CME: Seasonal Pattern for Hog Slaughter this Fall

US - CME's Daily Livestock Report for 30th September 2008.
calendar icon 1 October 2008
clock icon 4 minute read

Today’s rebound on Wall Street (which was, by the way, named for a wall erected by early settlers to keep marauding herds of pigs on Manhattan Island from destroying there crops and gardens — that tidbit is completely free of charge!) did not extend to commodity markets today. The Dow gained 485 points (4.7%), the NASDAQ gained 99 points (5%) and the S&P500 gained 60 points (5.4%) as bargain hunters swooped in after yesterday’s record declines. Agricultural commodities and metals were lower today while energy commodities were higher and currencies were mixed. Deferred dollar index futures gained even though oil was up $4/bbl.

Corn, soybeans and soybean products were hammered again today while wheat was higher in both Chicago and Kansas City. While none of the moves were at the permitted daily limit, they were nonetheless substantial with ‘08 crop corn losing 22 to 25 cents per bushel, ‘08 crop soybeans falling by 43 to 49 cents, soybean meal declining $14 to $16 per ton and bean oil falling a relatively minor 70 to 90 cents per hundred pounds. But the declines are significant in that they take prices on all of these to the lowest levels in months. On the daily charts, we are now at the lowest corn futures prices since January, lowest soybeans futures prices since November 2007 and lowest soybean meal futures prices since March. And the weekly charts have broken through some major technical support levels suggesting that prices could fall further. This could be an opportunity to lock in livestock and poultry production costs at unexpectedly low levels for 12-18 months.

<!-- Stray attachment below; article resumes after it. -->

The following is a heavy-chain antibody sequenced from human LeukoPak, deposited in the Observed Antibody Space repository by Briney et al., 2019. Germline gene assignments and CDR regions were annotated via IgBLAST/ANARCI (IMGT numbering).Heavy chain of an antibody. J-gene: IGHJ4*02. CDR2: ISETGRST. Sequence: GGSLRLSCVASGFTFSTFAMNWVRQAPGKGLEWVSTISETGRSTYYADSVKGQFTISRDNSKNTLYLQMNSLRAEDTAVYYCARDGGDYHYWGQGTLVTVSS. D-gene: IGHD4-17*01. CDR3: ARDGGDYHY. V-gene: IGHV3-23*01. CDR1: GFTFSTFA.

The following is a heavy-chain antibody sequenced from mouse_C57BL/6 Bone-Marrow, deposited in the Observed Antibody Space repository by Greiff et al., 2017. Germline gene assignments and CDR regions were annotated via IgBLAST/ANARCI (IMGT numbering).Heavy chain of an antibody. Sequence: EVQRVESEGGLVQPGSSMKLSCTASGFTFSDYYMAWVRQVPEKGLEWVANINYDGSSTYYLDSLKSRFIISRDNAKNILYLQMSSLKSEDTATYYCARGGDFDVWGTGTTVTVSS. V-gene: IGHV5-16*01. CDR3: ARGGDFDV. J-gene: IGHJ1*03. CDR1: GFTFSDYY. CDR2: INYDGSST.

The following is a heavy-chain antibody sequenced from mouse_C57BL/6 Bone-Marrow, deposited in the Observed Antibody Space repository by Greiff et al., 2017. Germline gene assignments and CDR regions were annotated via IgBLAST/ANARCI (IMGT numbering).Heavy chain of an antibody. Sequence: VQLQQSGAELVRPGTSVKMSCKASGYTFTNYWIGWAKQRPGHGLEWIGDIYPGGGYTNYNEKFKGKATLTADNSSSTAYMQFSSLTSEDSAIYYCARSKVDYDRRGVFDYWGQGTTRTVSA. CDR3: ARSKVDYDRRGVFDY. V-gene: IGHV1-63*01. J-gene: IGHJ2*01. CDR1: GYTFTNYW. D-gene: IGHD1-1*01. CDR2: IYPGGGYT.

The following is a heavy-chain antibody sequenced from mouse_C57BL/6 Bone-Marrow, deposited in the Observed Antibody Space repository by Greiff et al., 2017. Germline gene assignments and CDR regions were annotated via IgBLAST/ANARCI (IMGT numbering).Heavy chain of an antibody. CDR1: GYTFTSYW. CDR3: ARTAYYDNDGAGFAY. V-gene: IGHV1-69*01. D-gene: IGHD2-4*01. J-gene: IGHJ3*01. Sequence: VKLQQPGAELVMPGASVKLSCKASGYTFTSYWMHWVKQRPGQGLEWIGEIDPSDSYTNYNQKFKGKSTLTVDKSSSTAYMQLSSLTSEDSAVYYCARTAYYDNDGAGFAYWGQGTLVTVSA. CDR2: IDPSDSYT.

Friday’s USDA Hogs and Pigs Report suggests a very interesting seasonal pattern for hog slaughter this fall. Consider the graph at left. Recall that the report included an estimated inventory of pigs weighing 120-179 pounds that was a surprising 6.1% higher than last year. But it also said that the inventory of pigs weighing 60-119 pounds was only 1.1% larger than last year. That difference is probably too large in a practical sense but it implies strongly that the supply of pigs will be quite large in October and November and then actually get smaller as we get to Thanksgiving and into December. The week after Thanksgiving is almost always a good bet to be the largest slaughter week of the year and it may still be so this year due to delayed slaughter caused by the holiday. But these data say if it is, it will almost certainly be the last hurrah for slaughter runs this year. Lower farrowing intentions for Sep through Feb will offset productivity gains to drive Q1 and Q2 2009 slaughter below 2008 levels.

So how do we account for Canadian pigs? There are two issues here. First, we must consider the breeding herd cutbacks in Canada and their likely impact on feeder pig and market hog imports. As we pointed out Friday (see Figure 2 in that edition of DLR), imports of Canadian slaughter hogs (which are NOT counted in the H&P report since they are never inventoried on U.S. farms) should take about 0.5% to 0.7% out of weekly slaughter runs for the rest of 2008 and Q1 of 2009. In addition, we will likely not have to account for higher imports of Canadian feeder pigs—perhaps for a long time to come. That means that, unlike past quarters, we will not add animals to the slaughter levels predicted by the report. Canada has fewer pigs to ship south AND no one knows yet just how MCOOL will play out.

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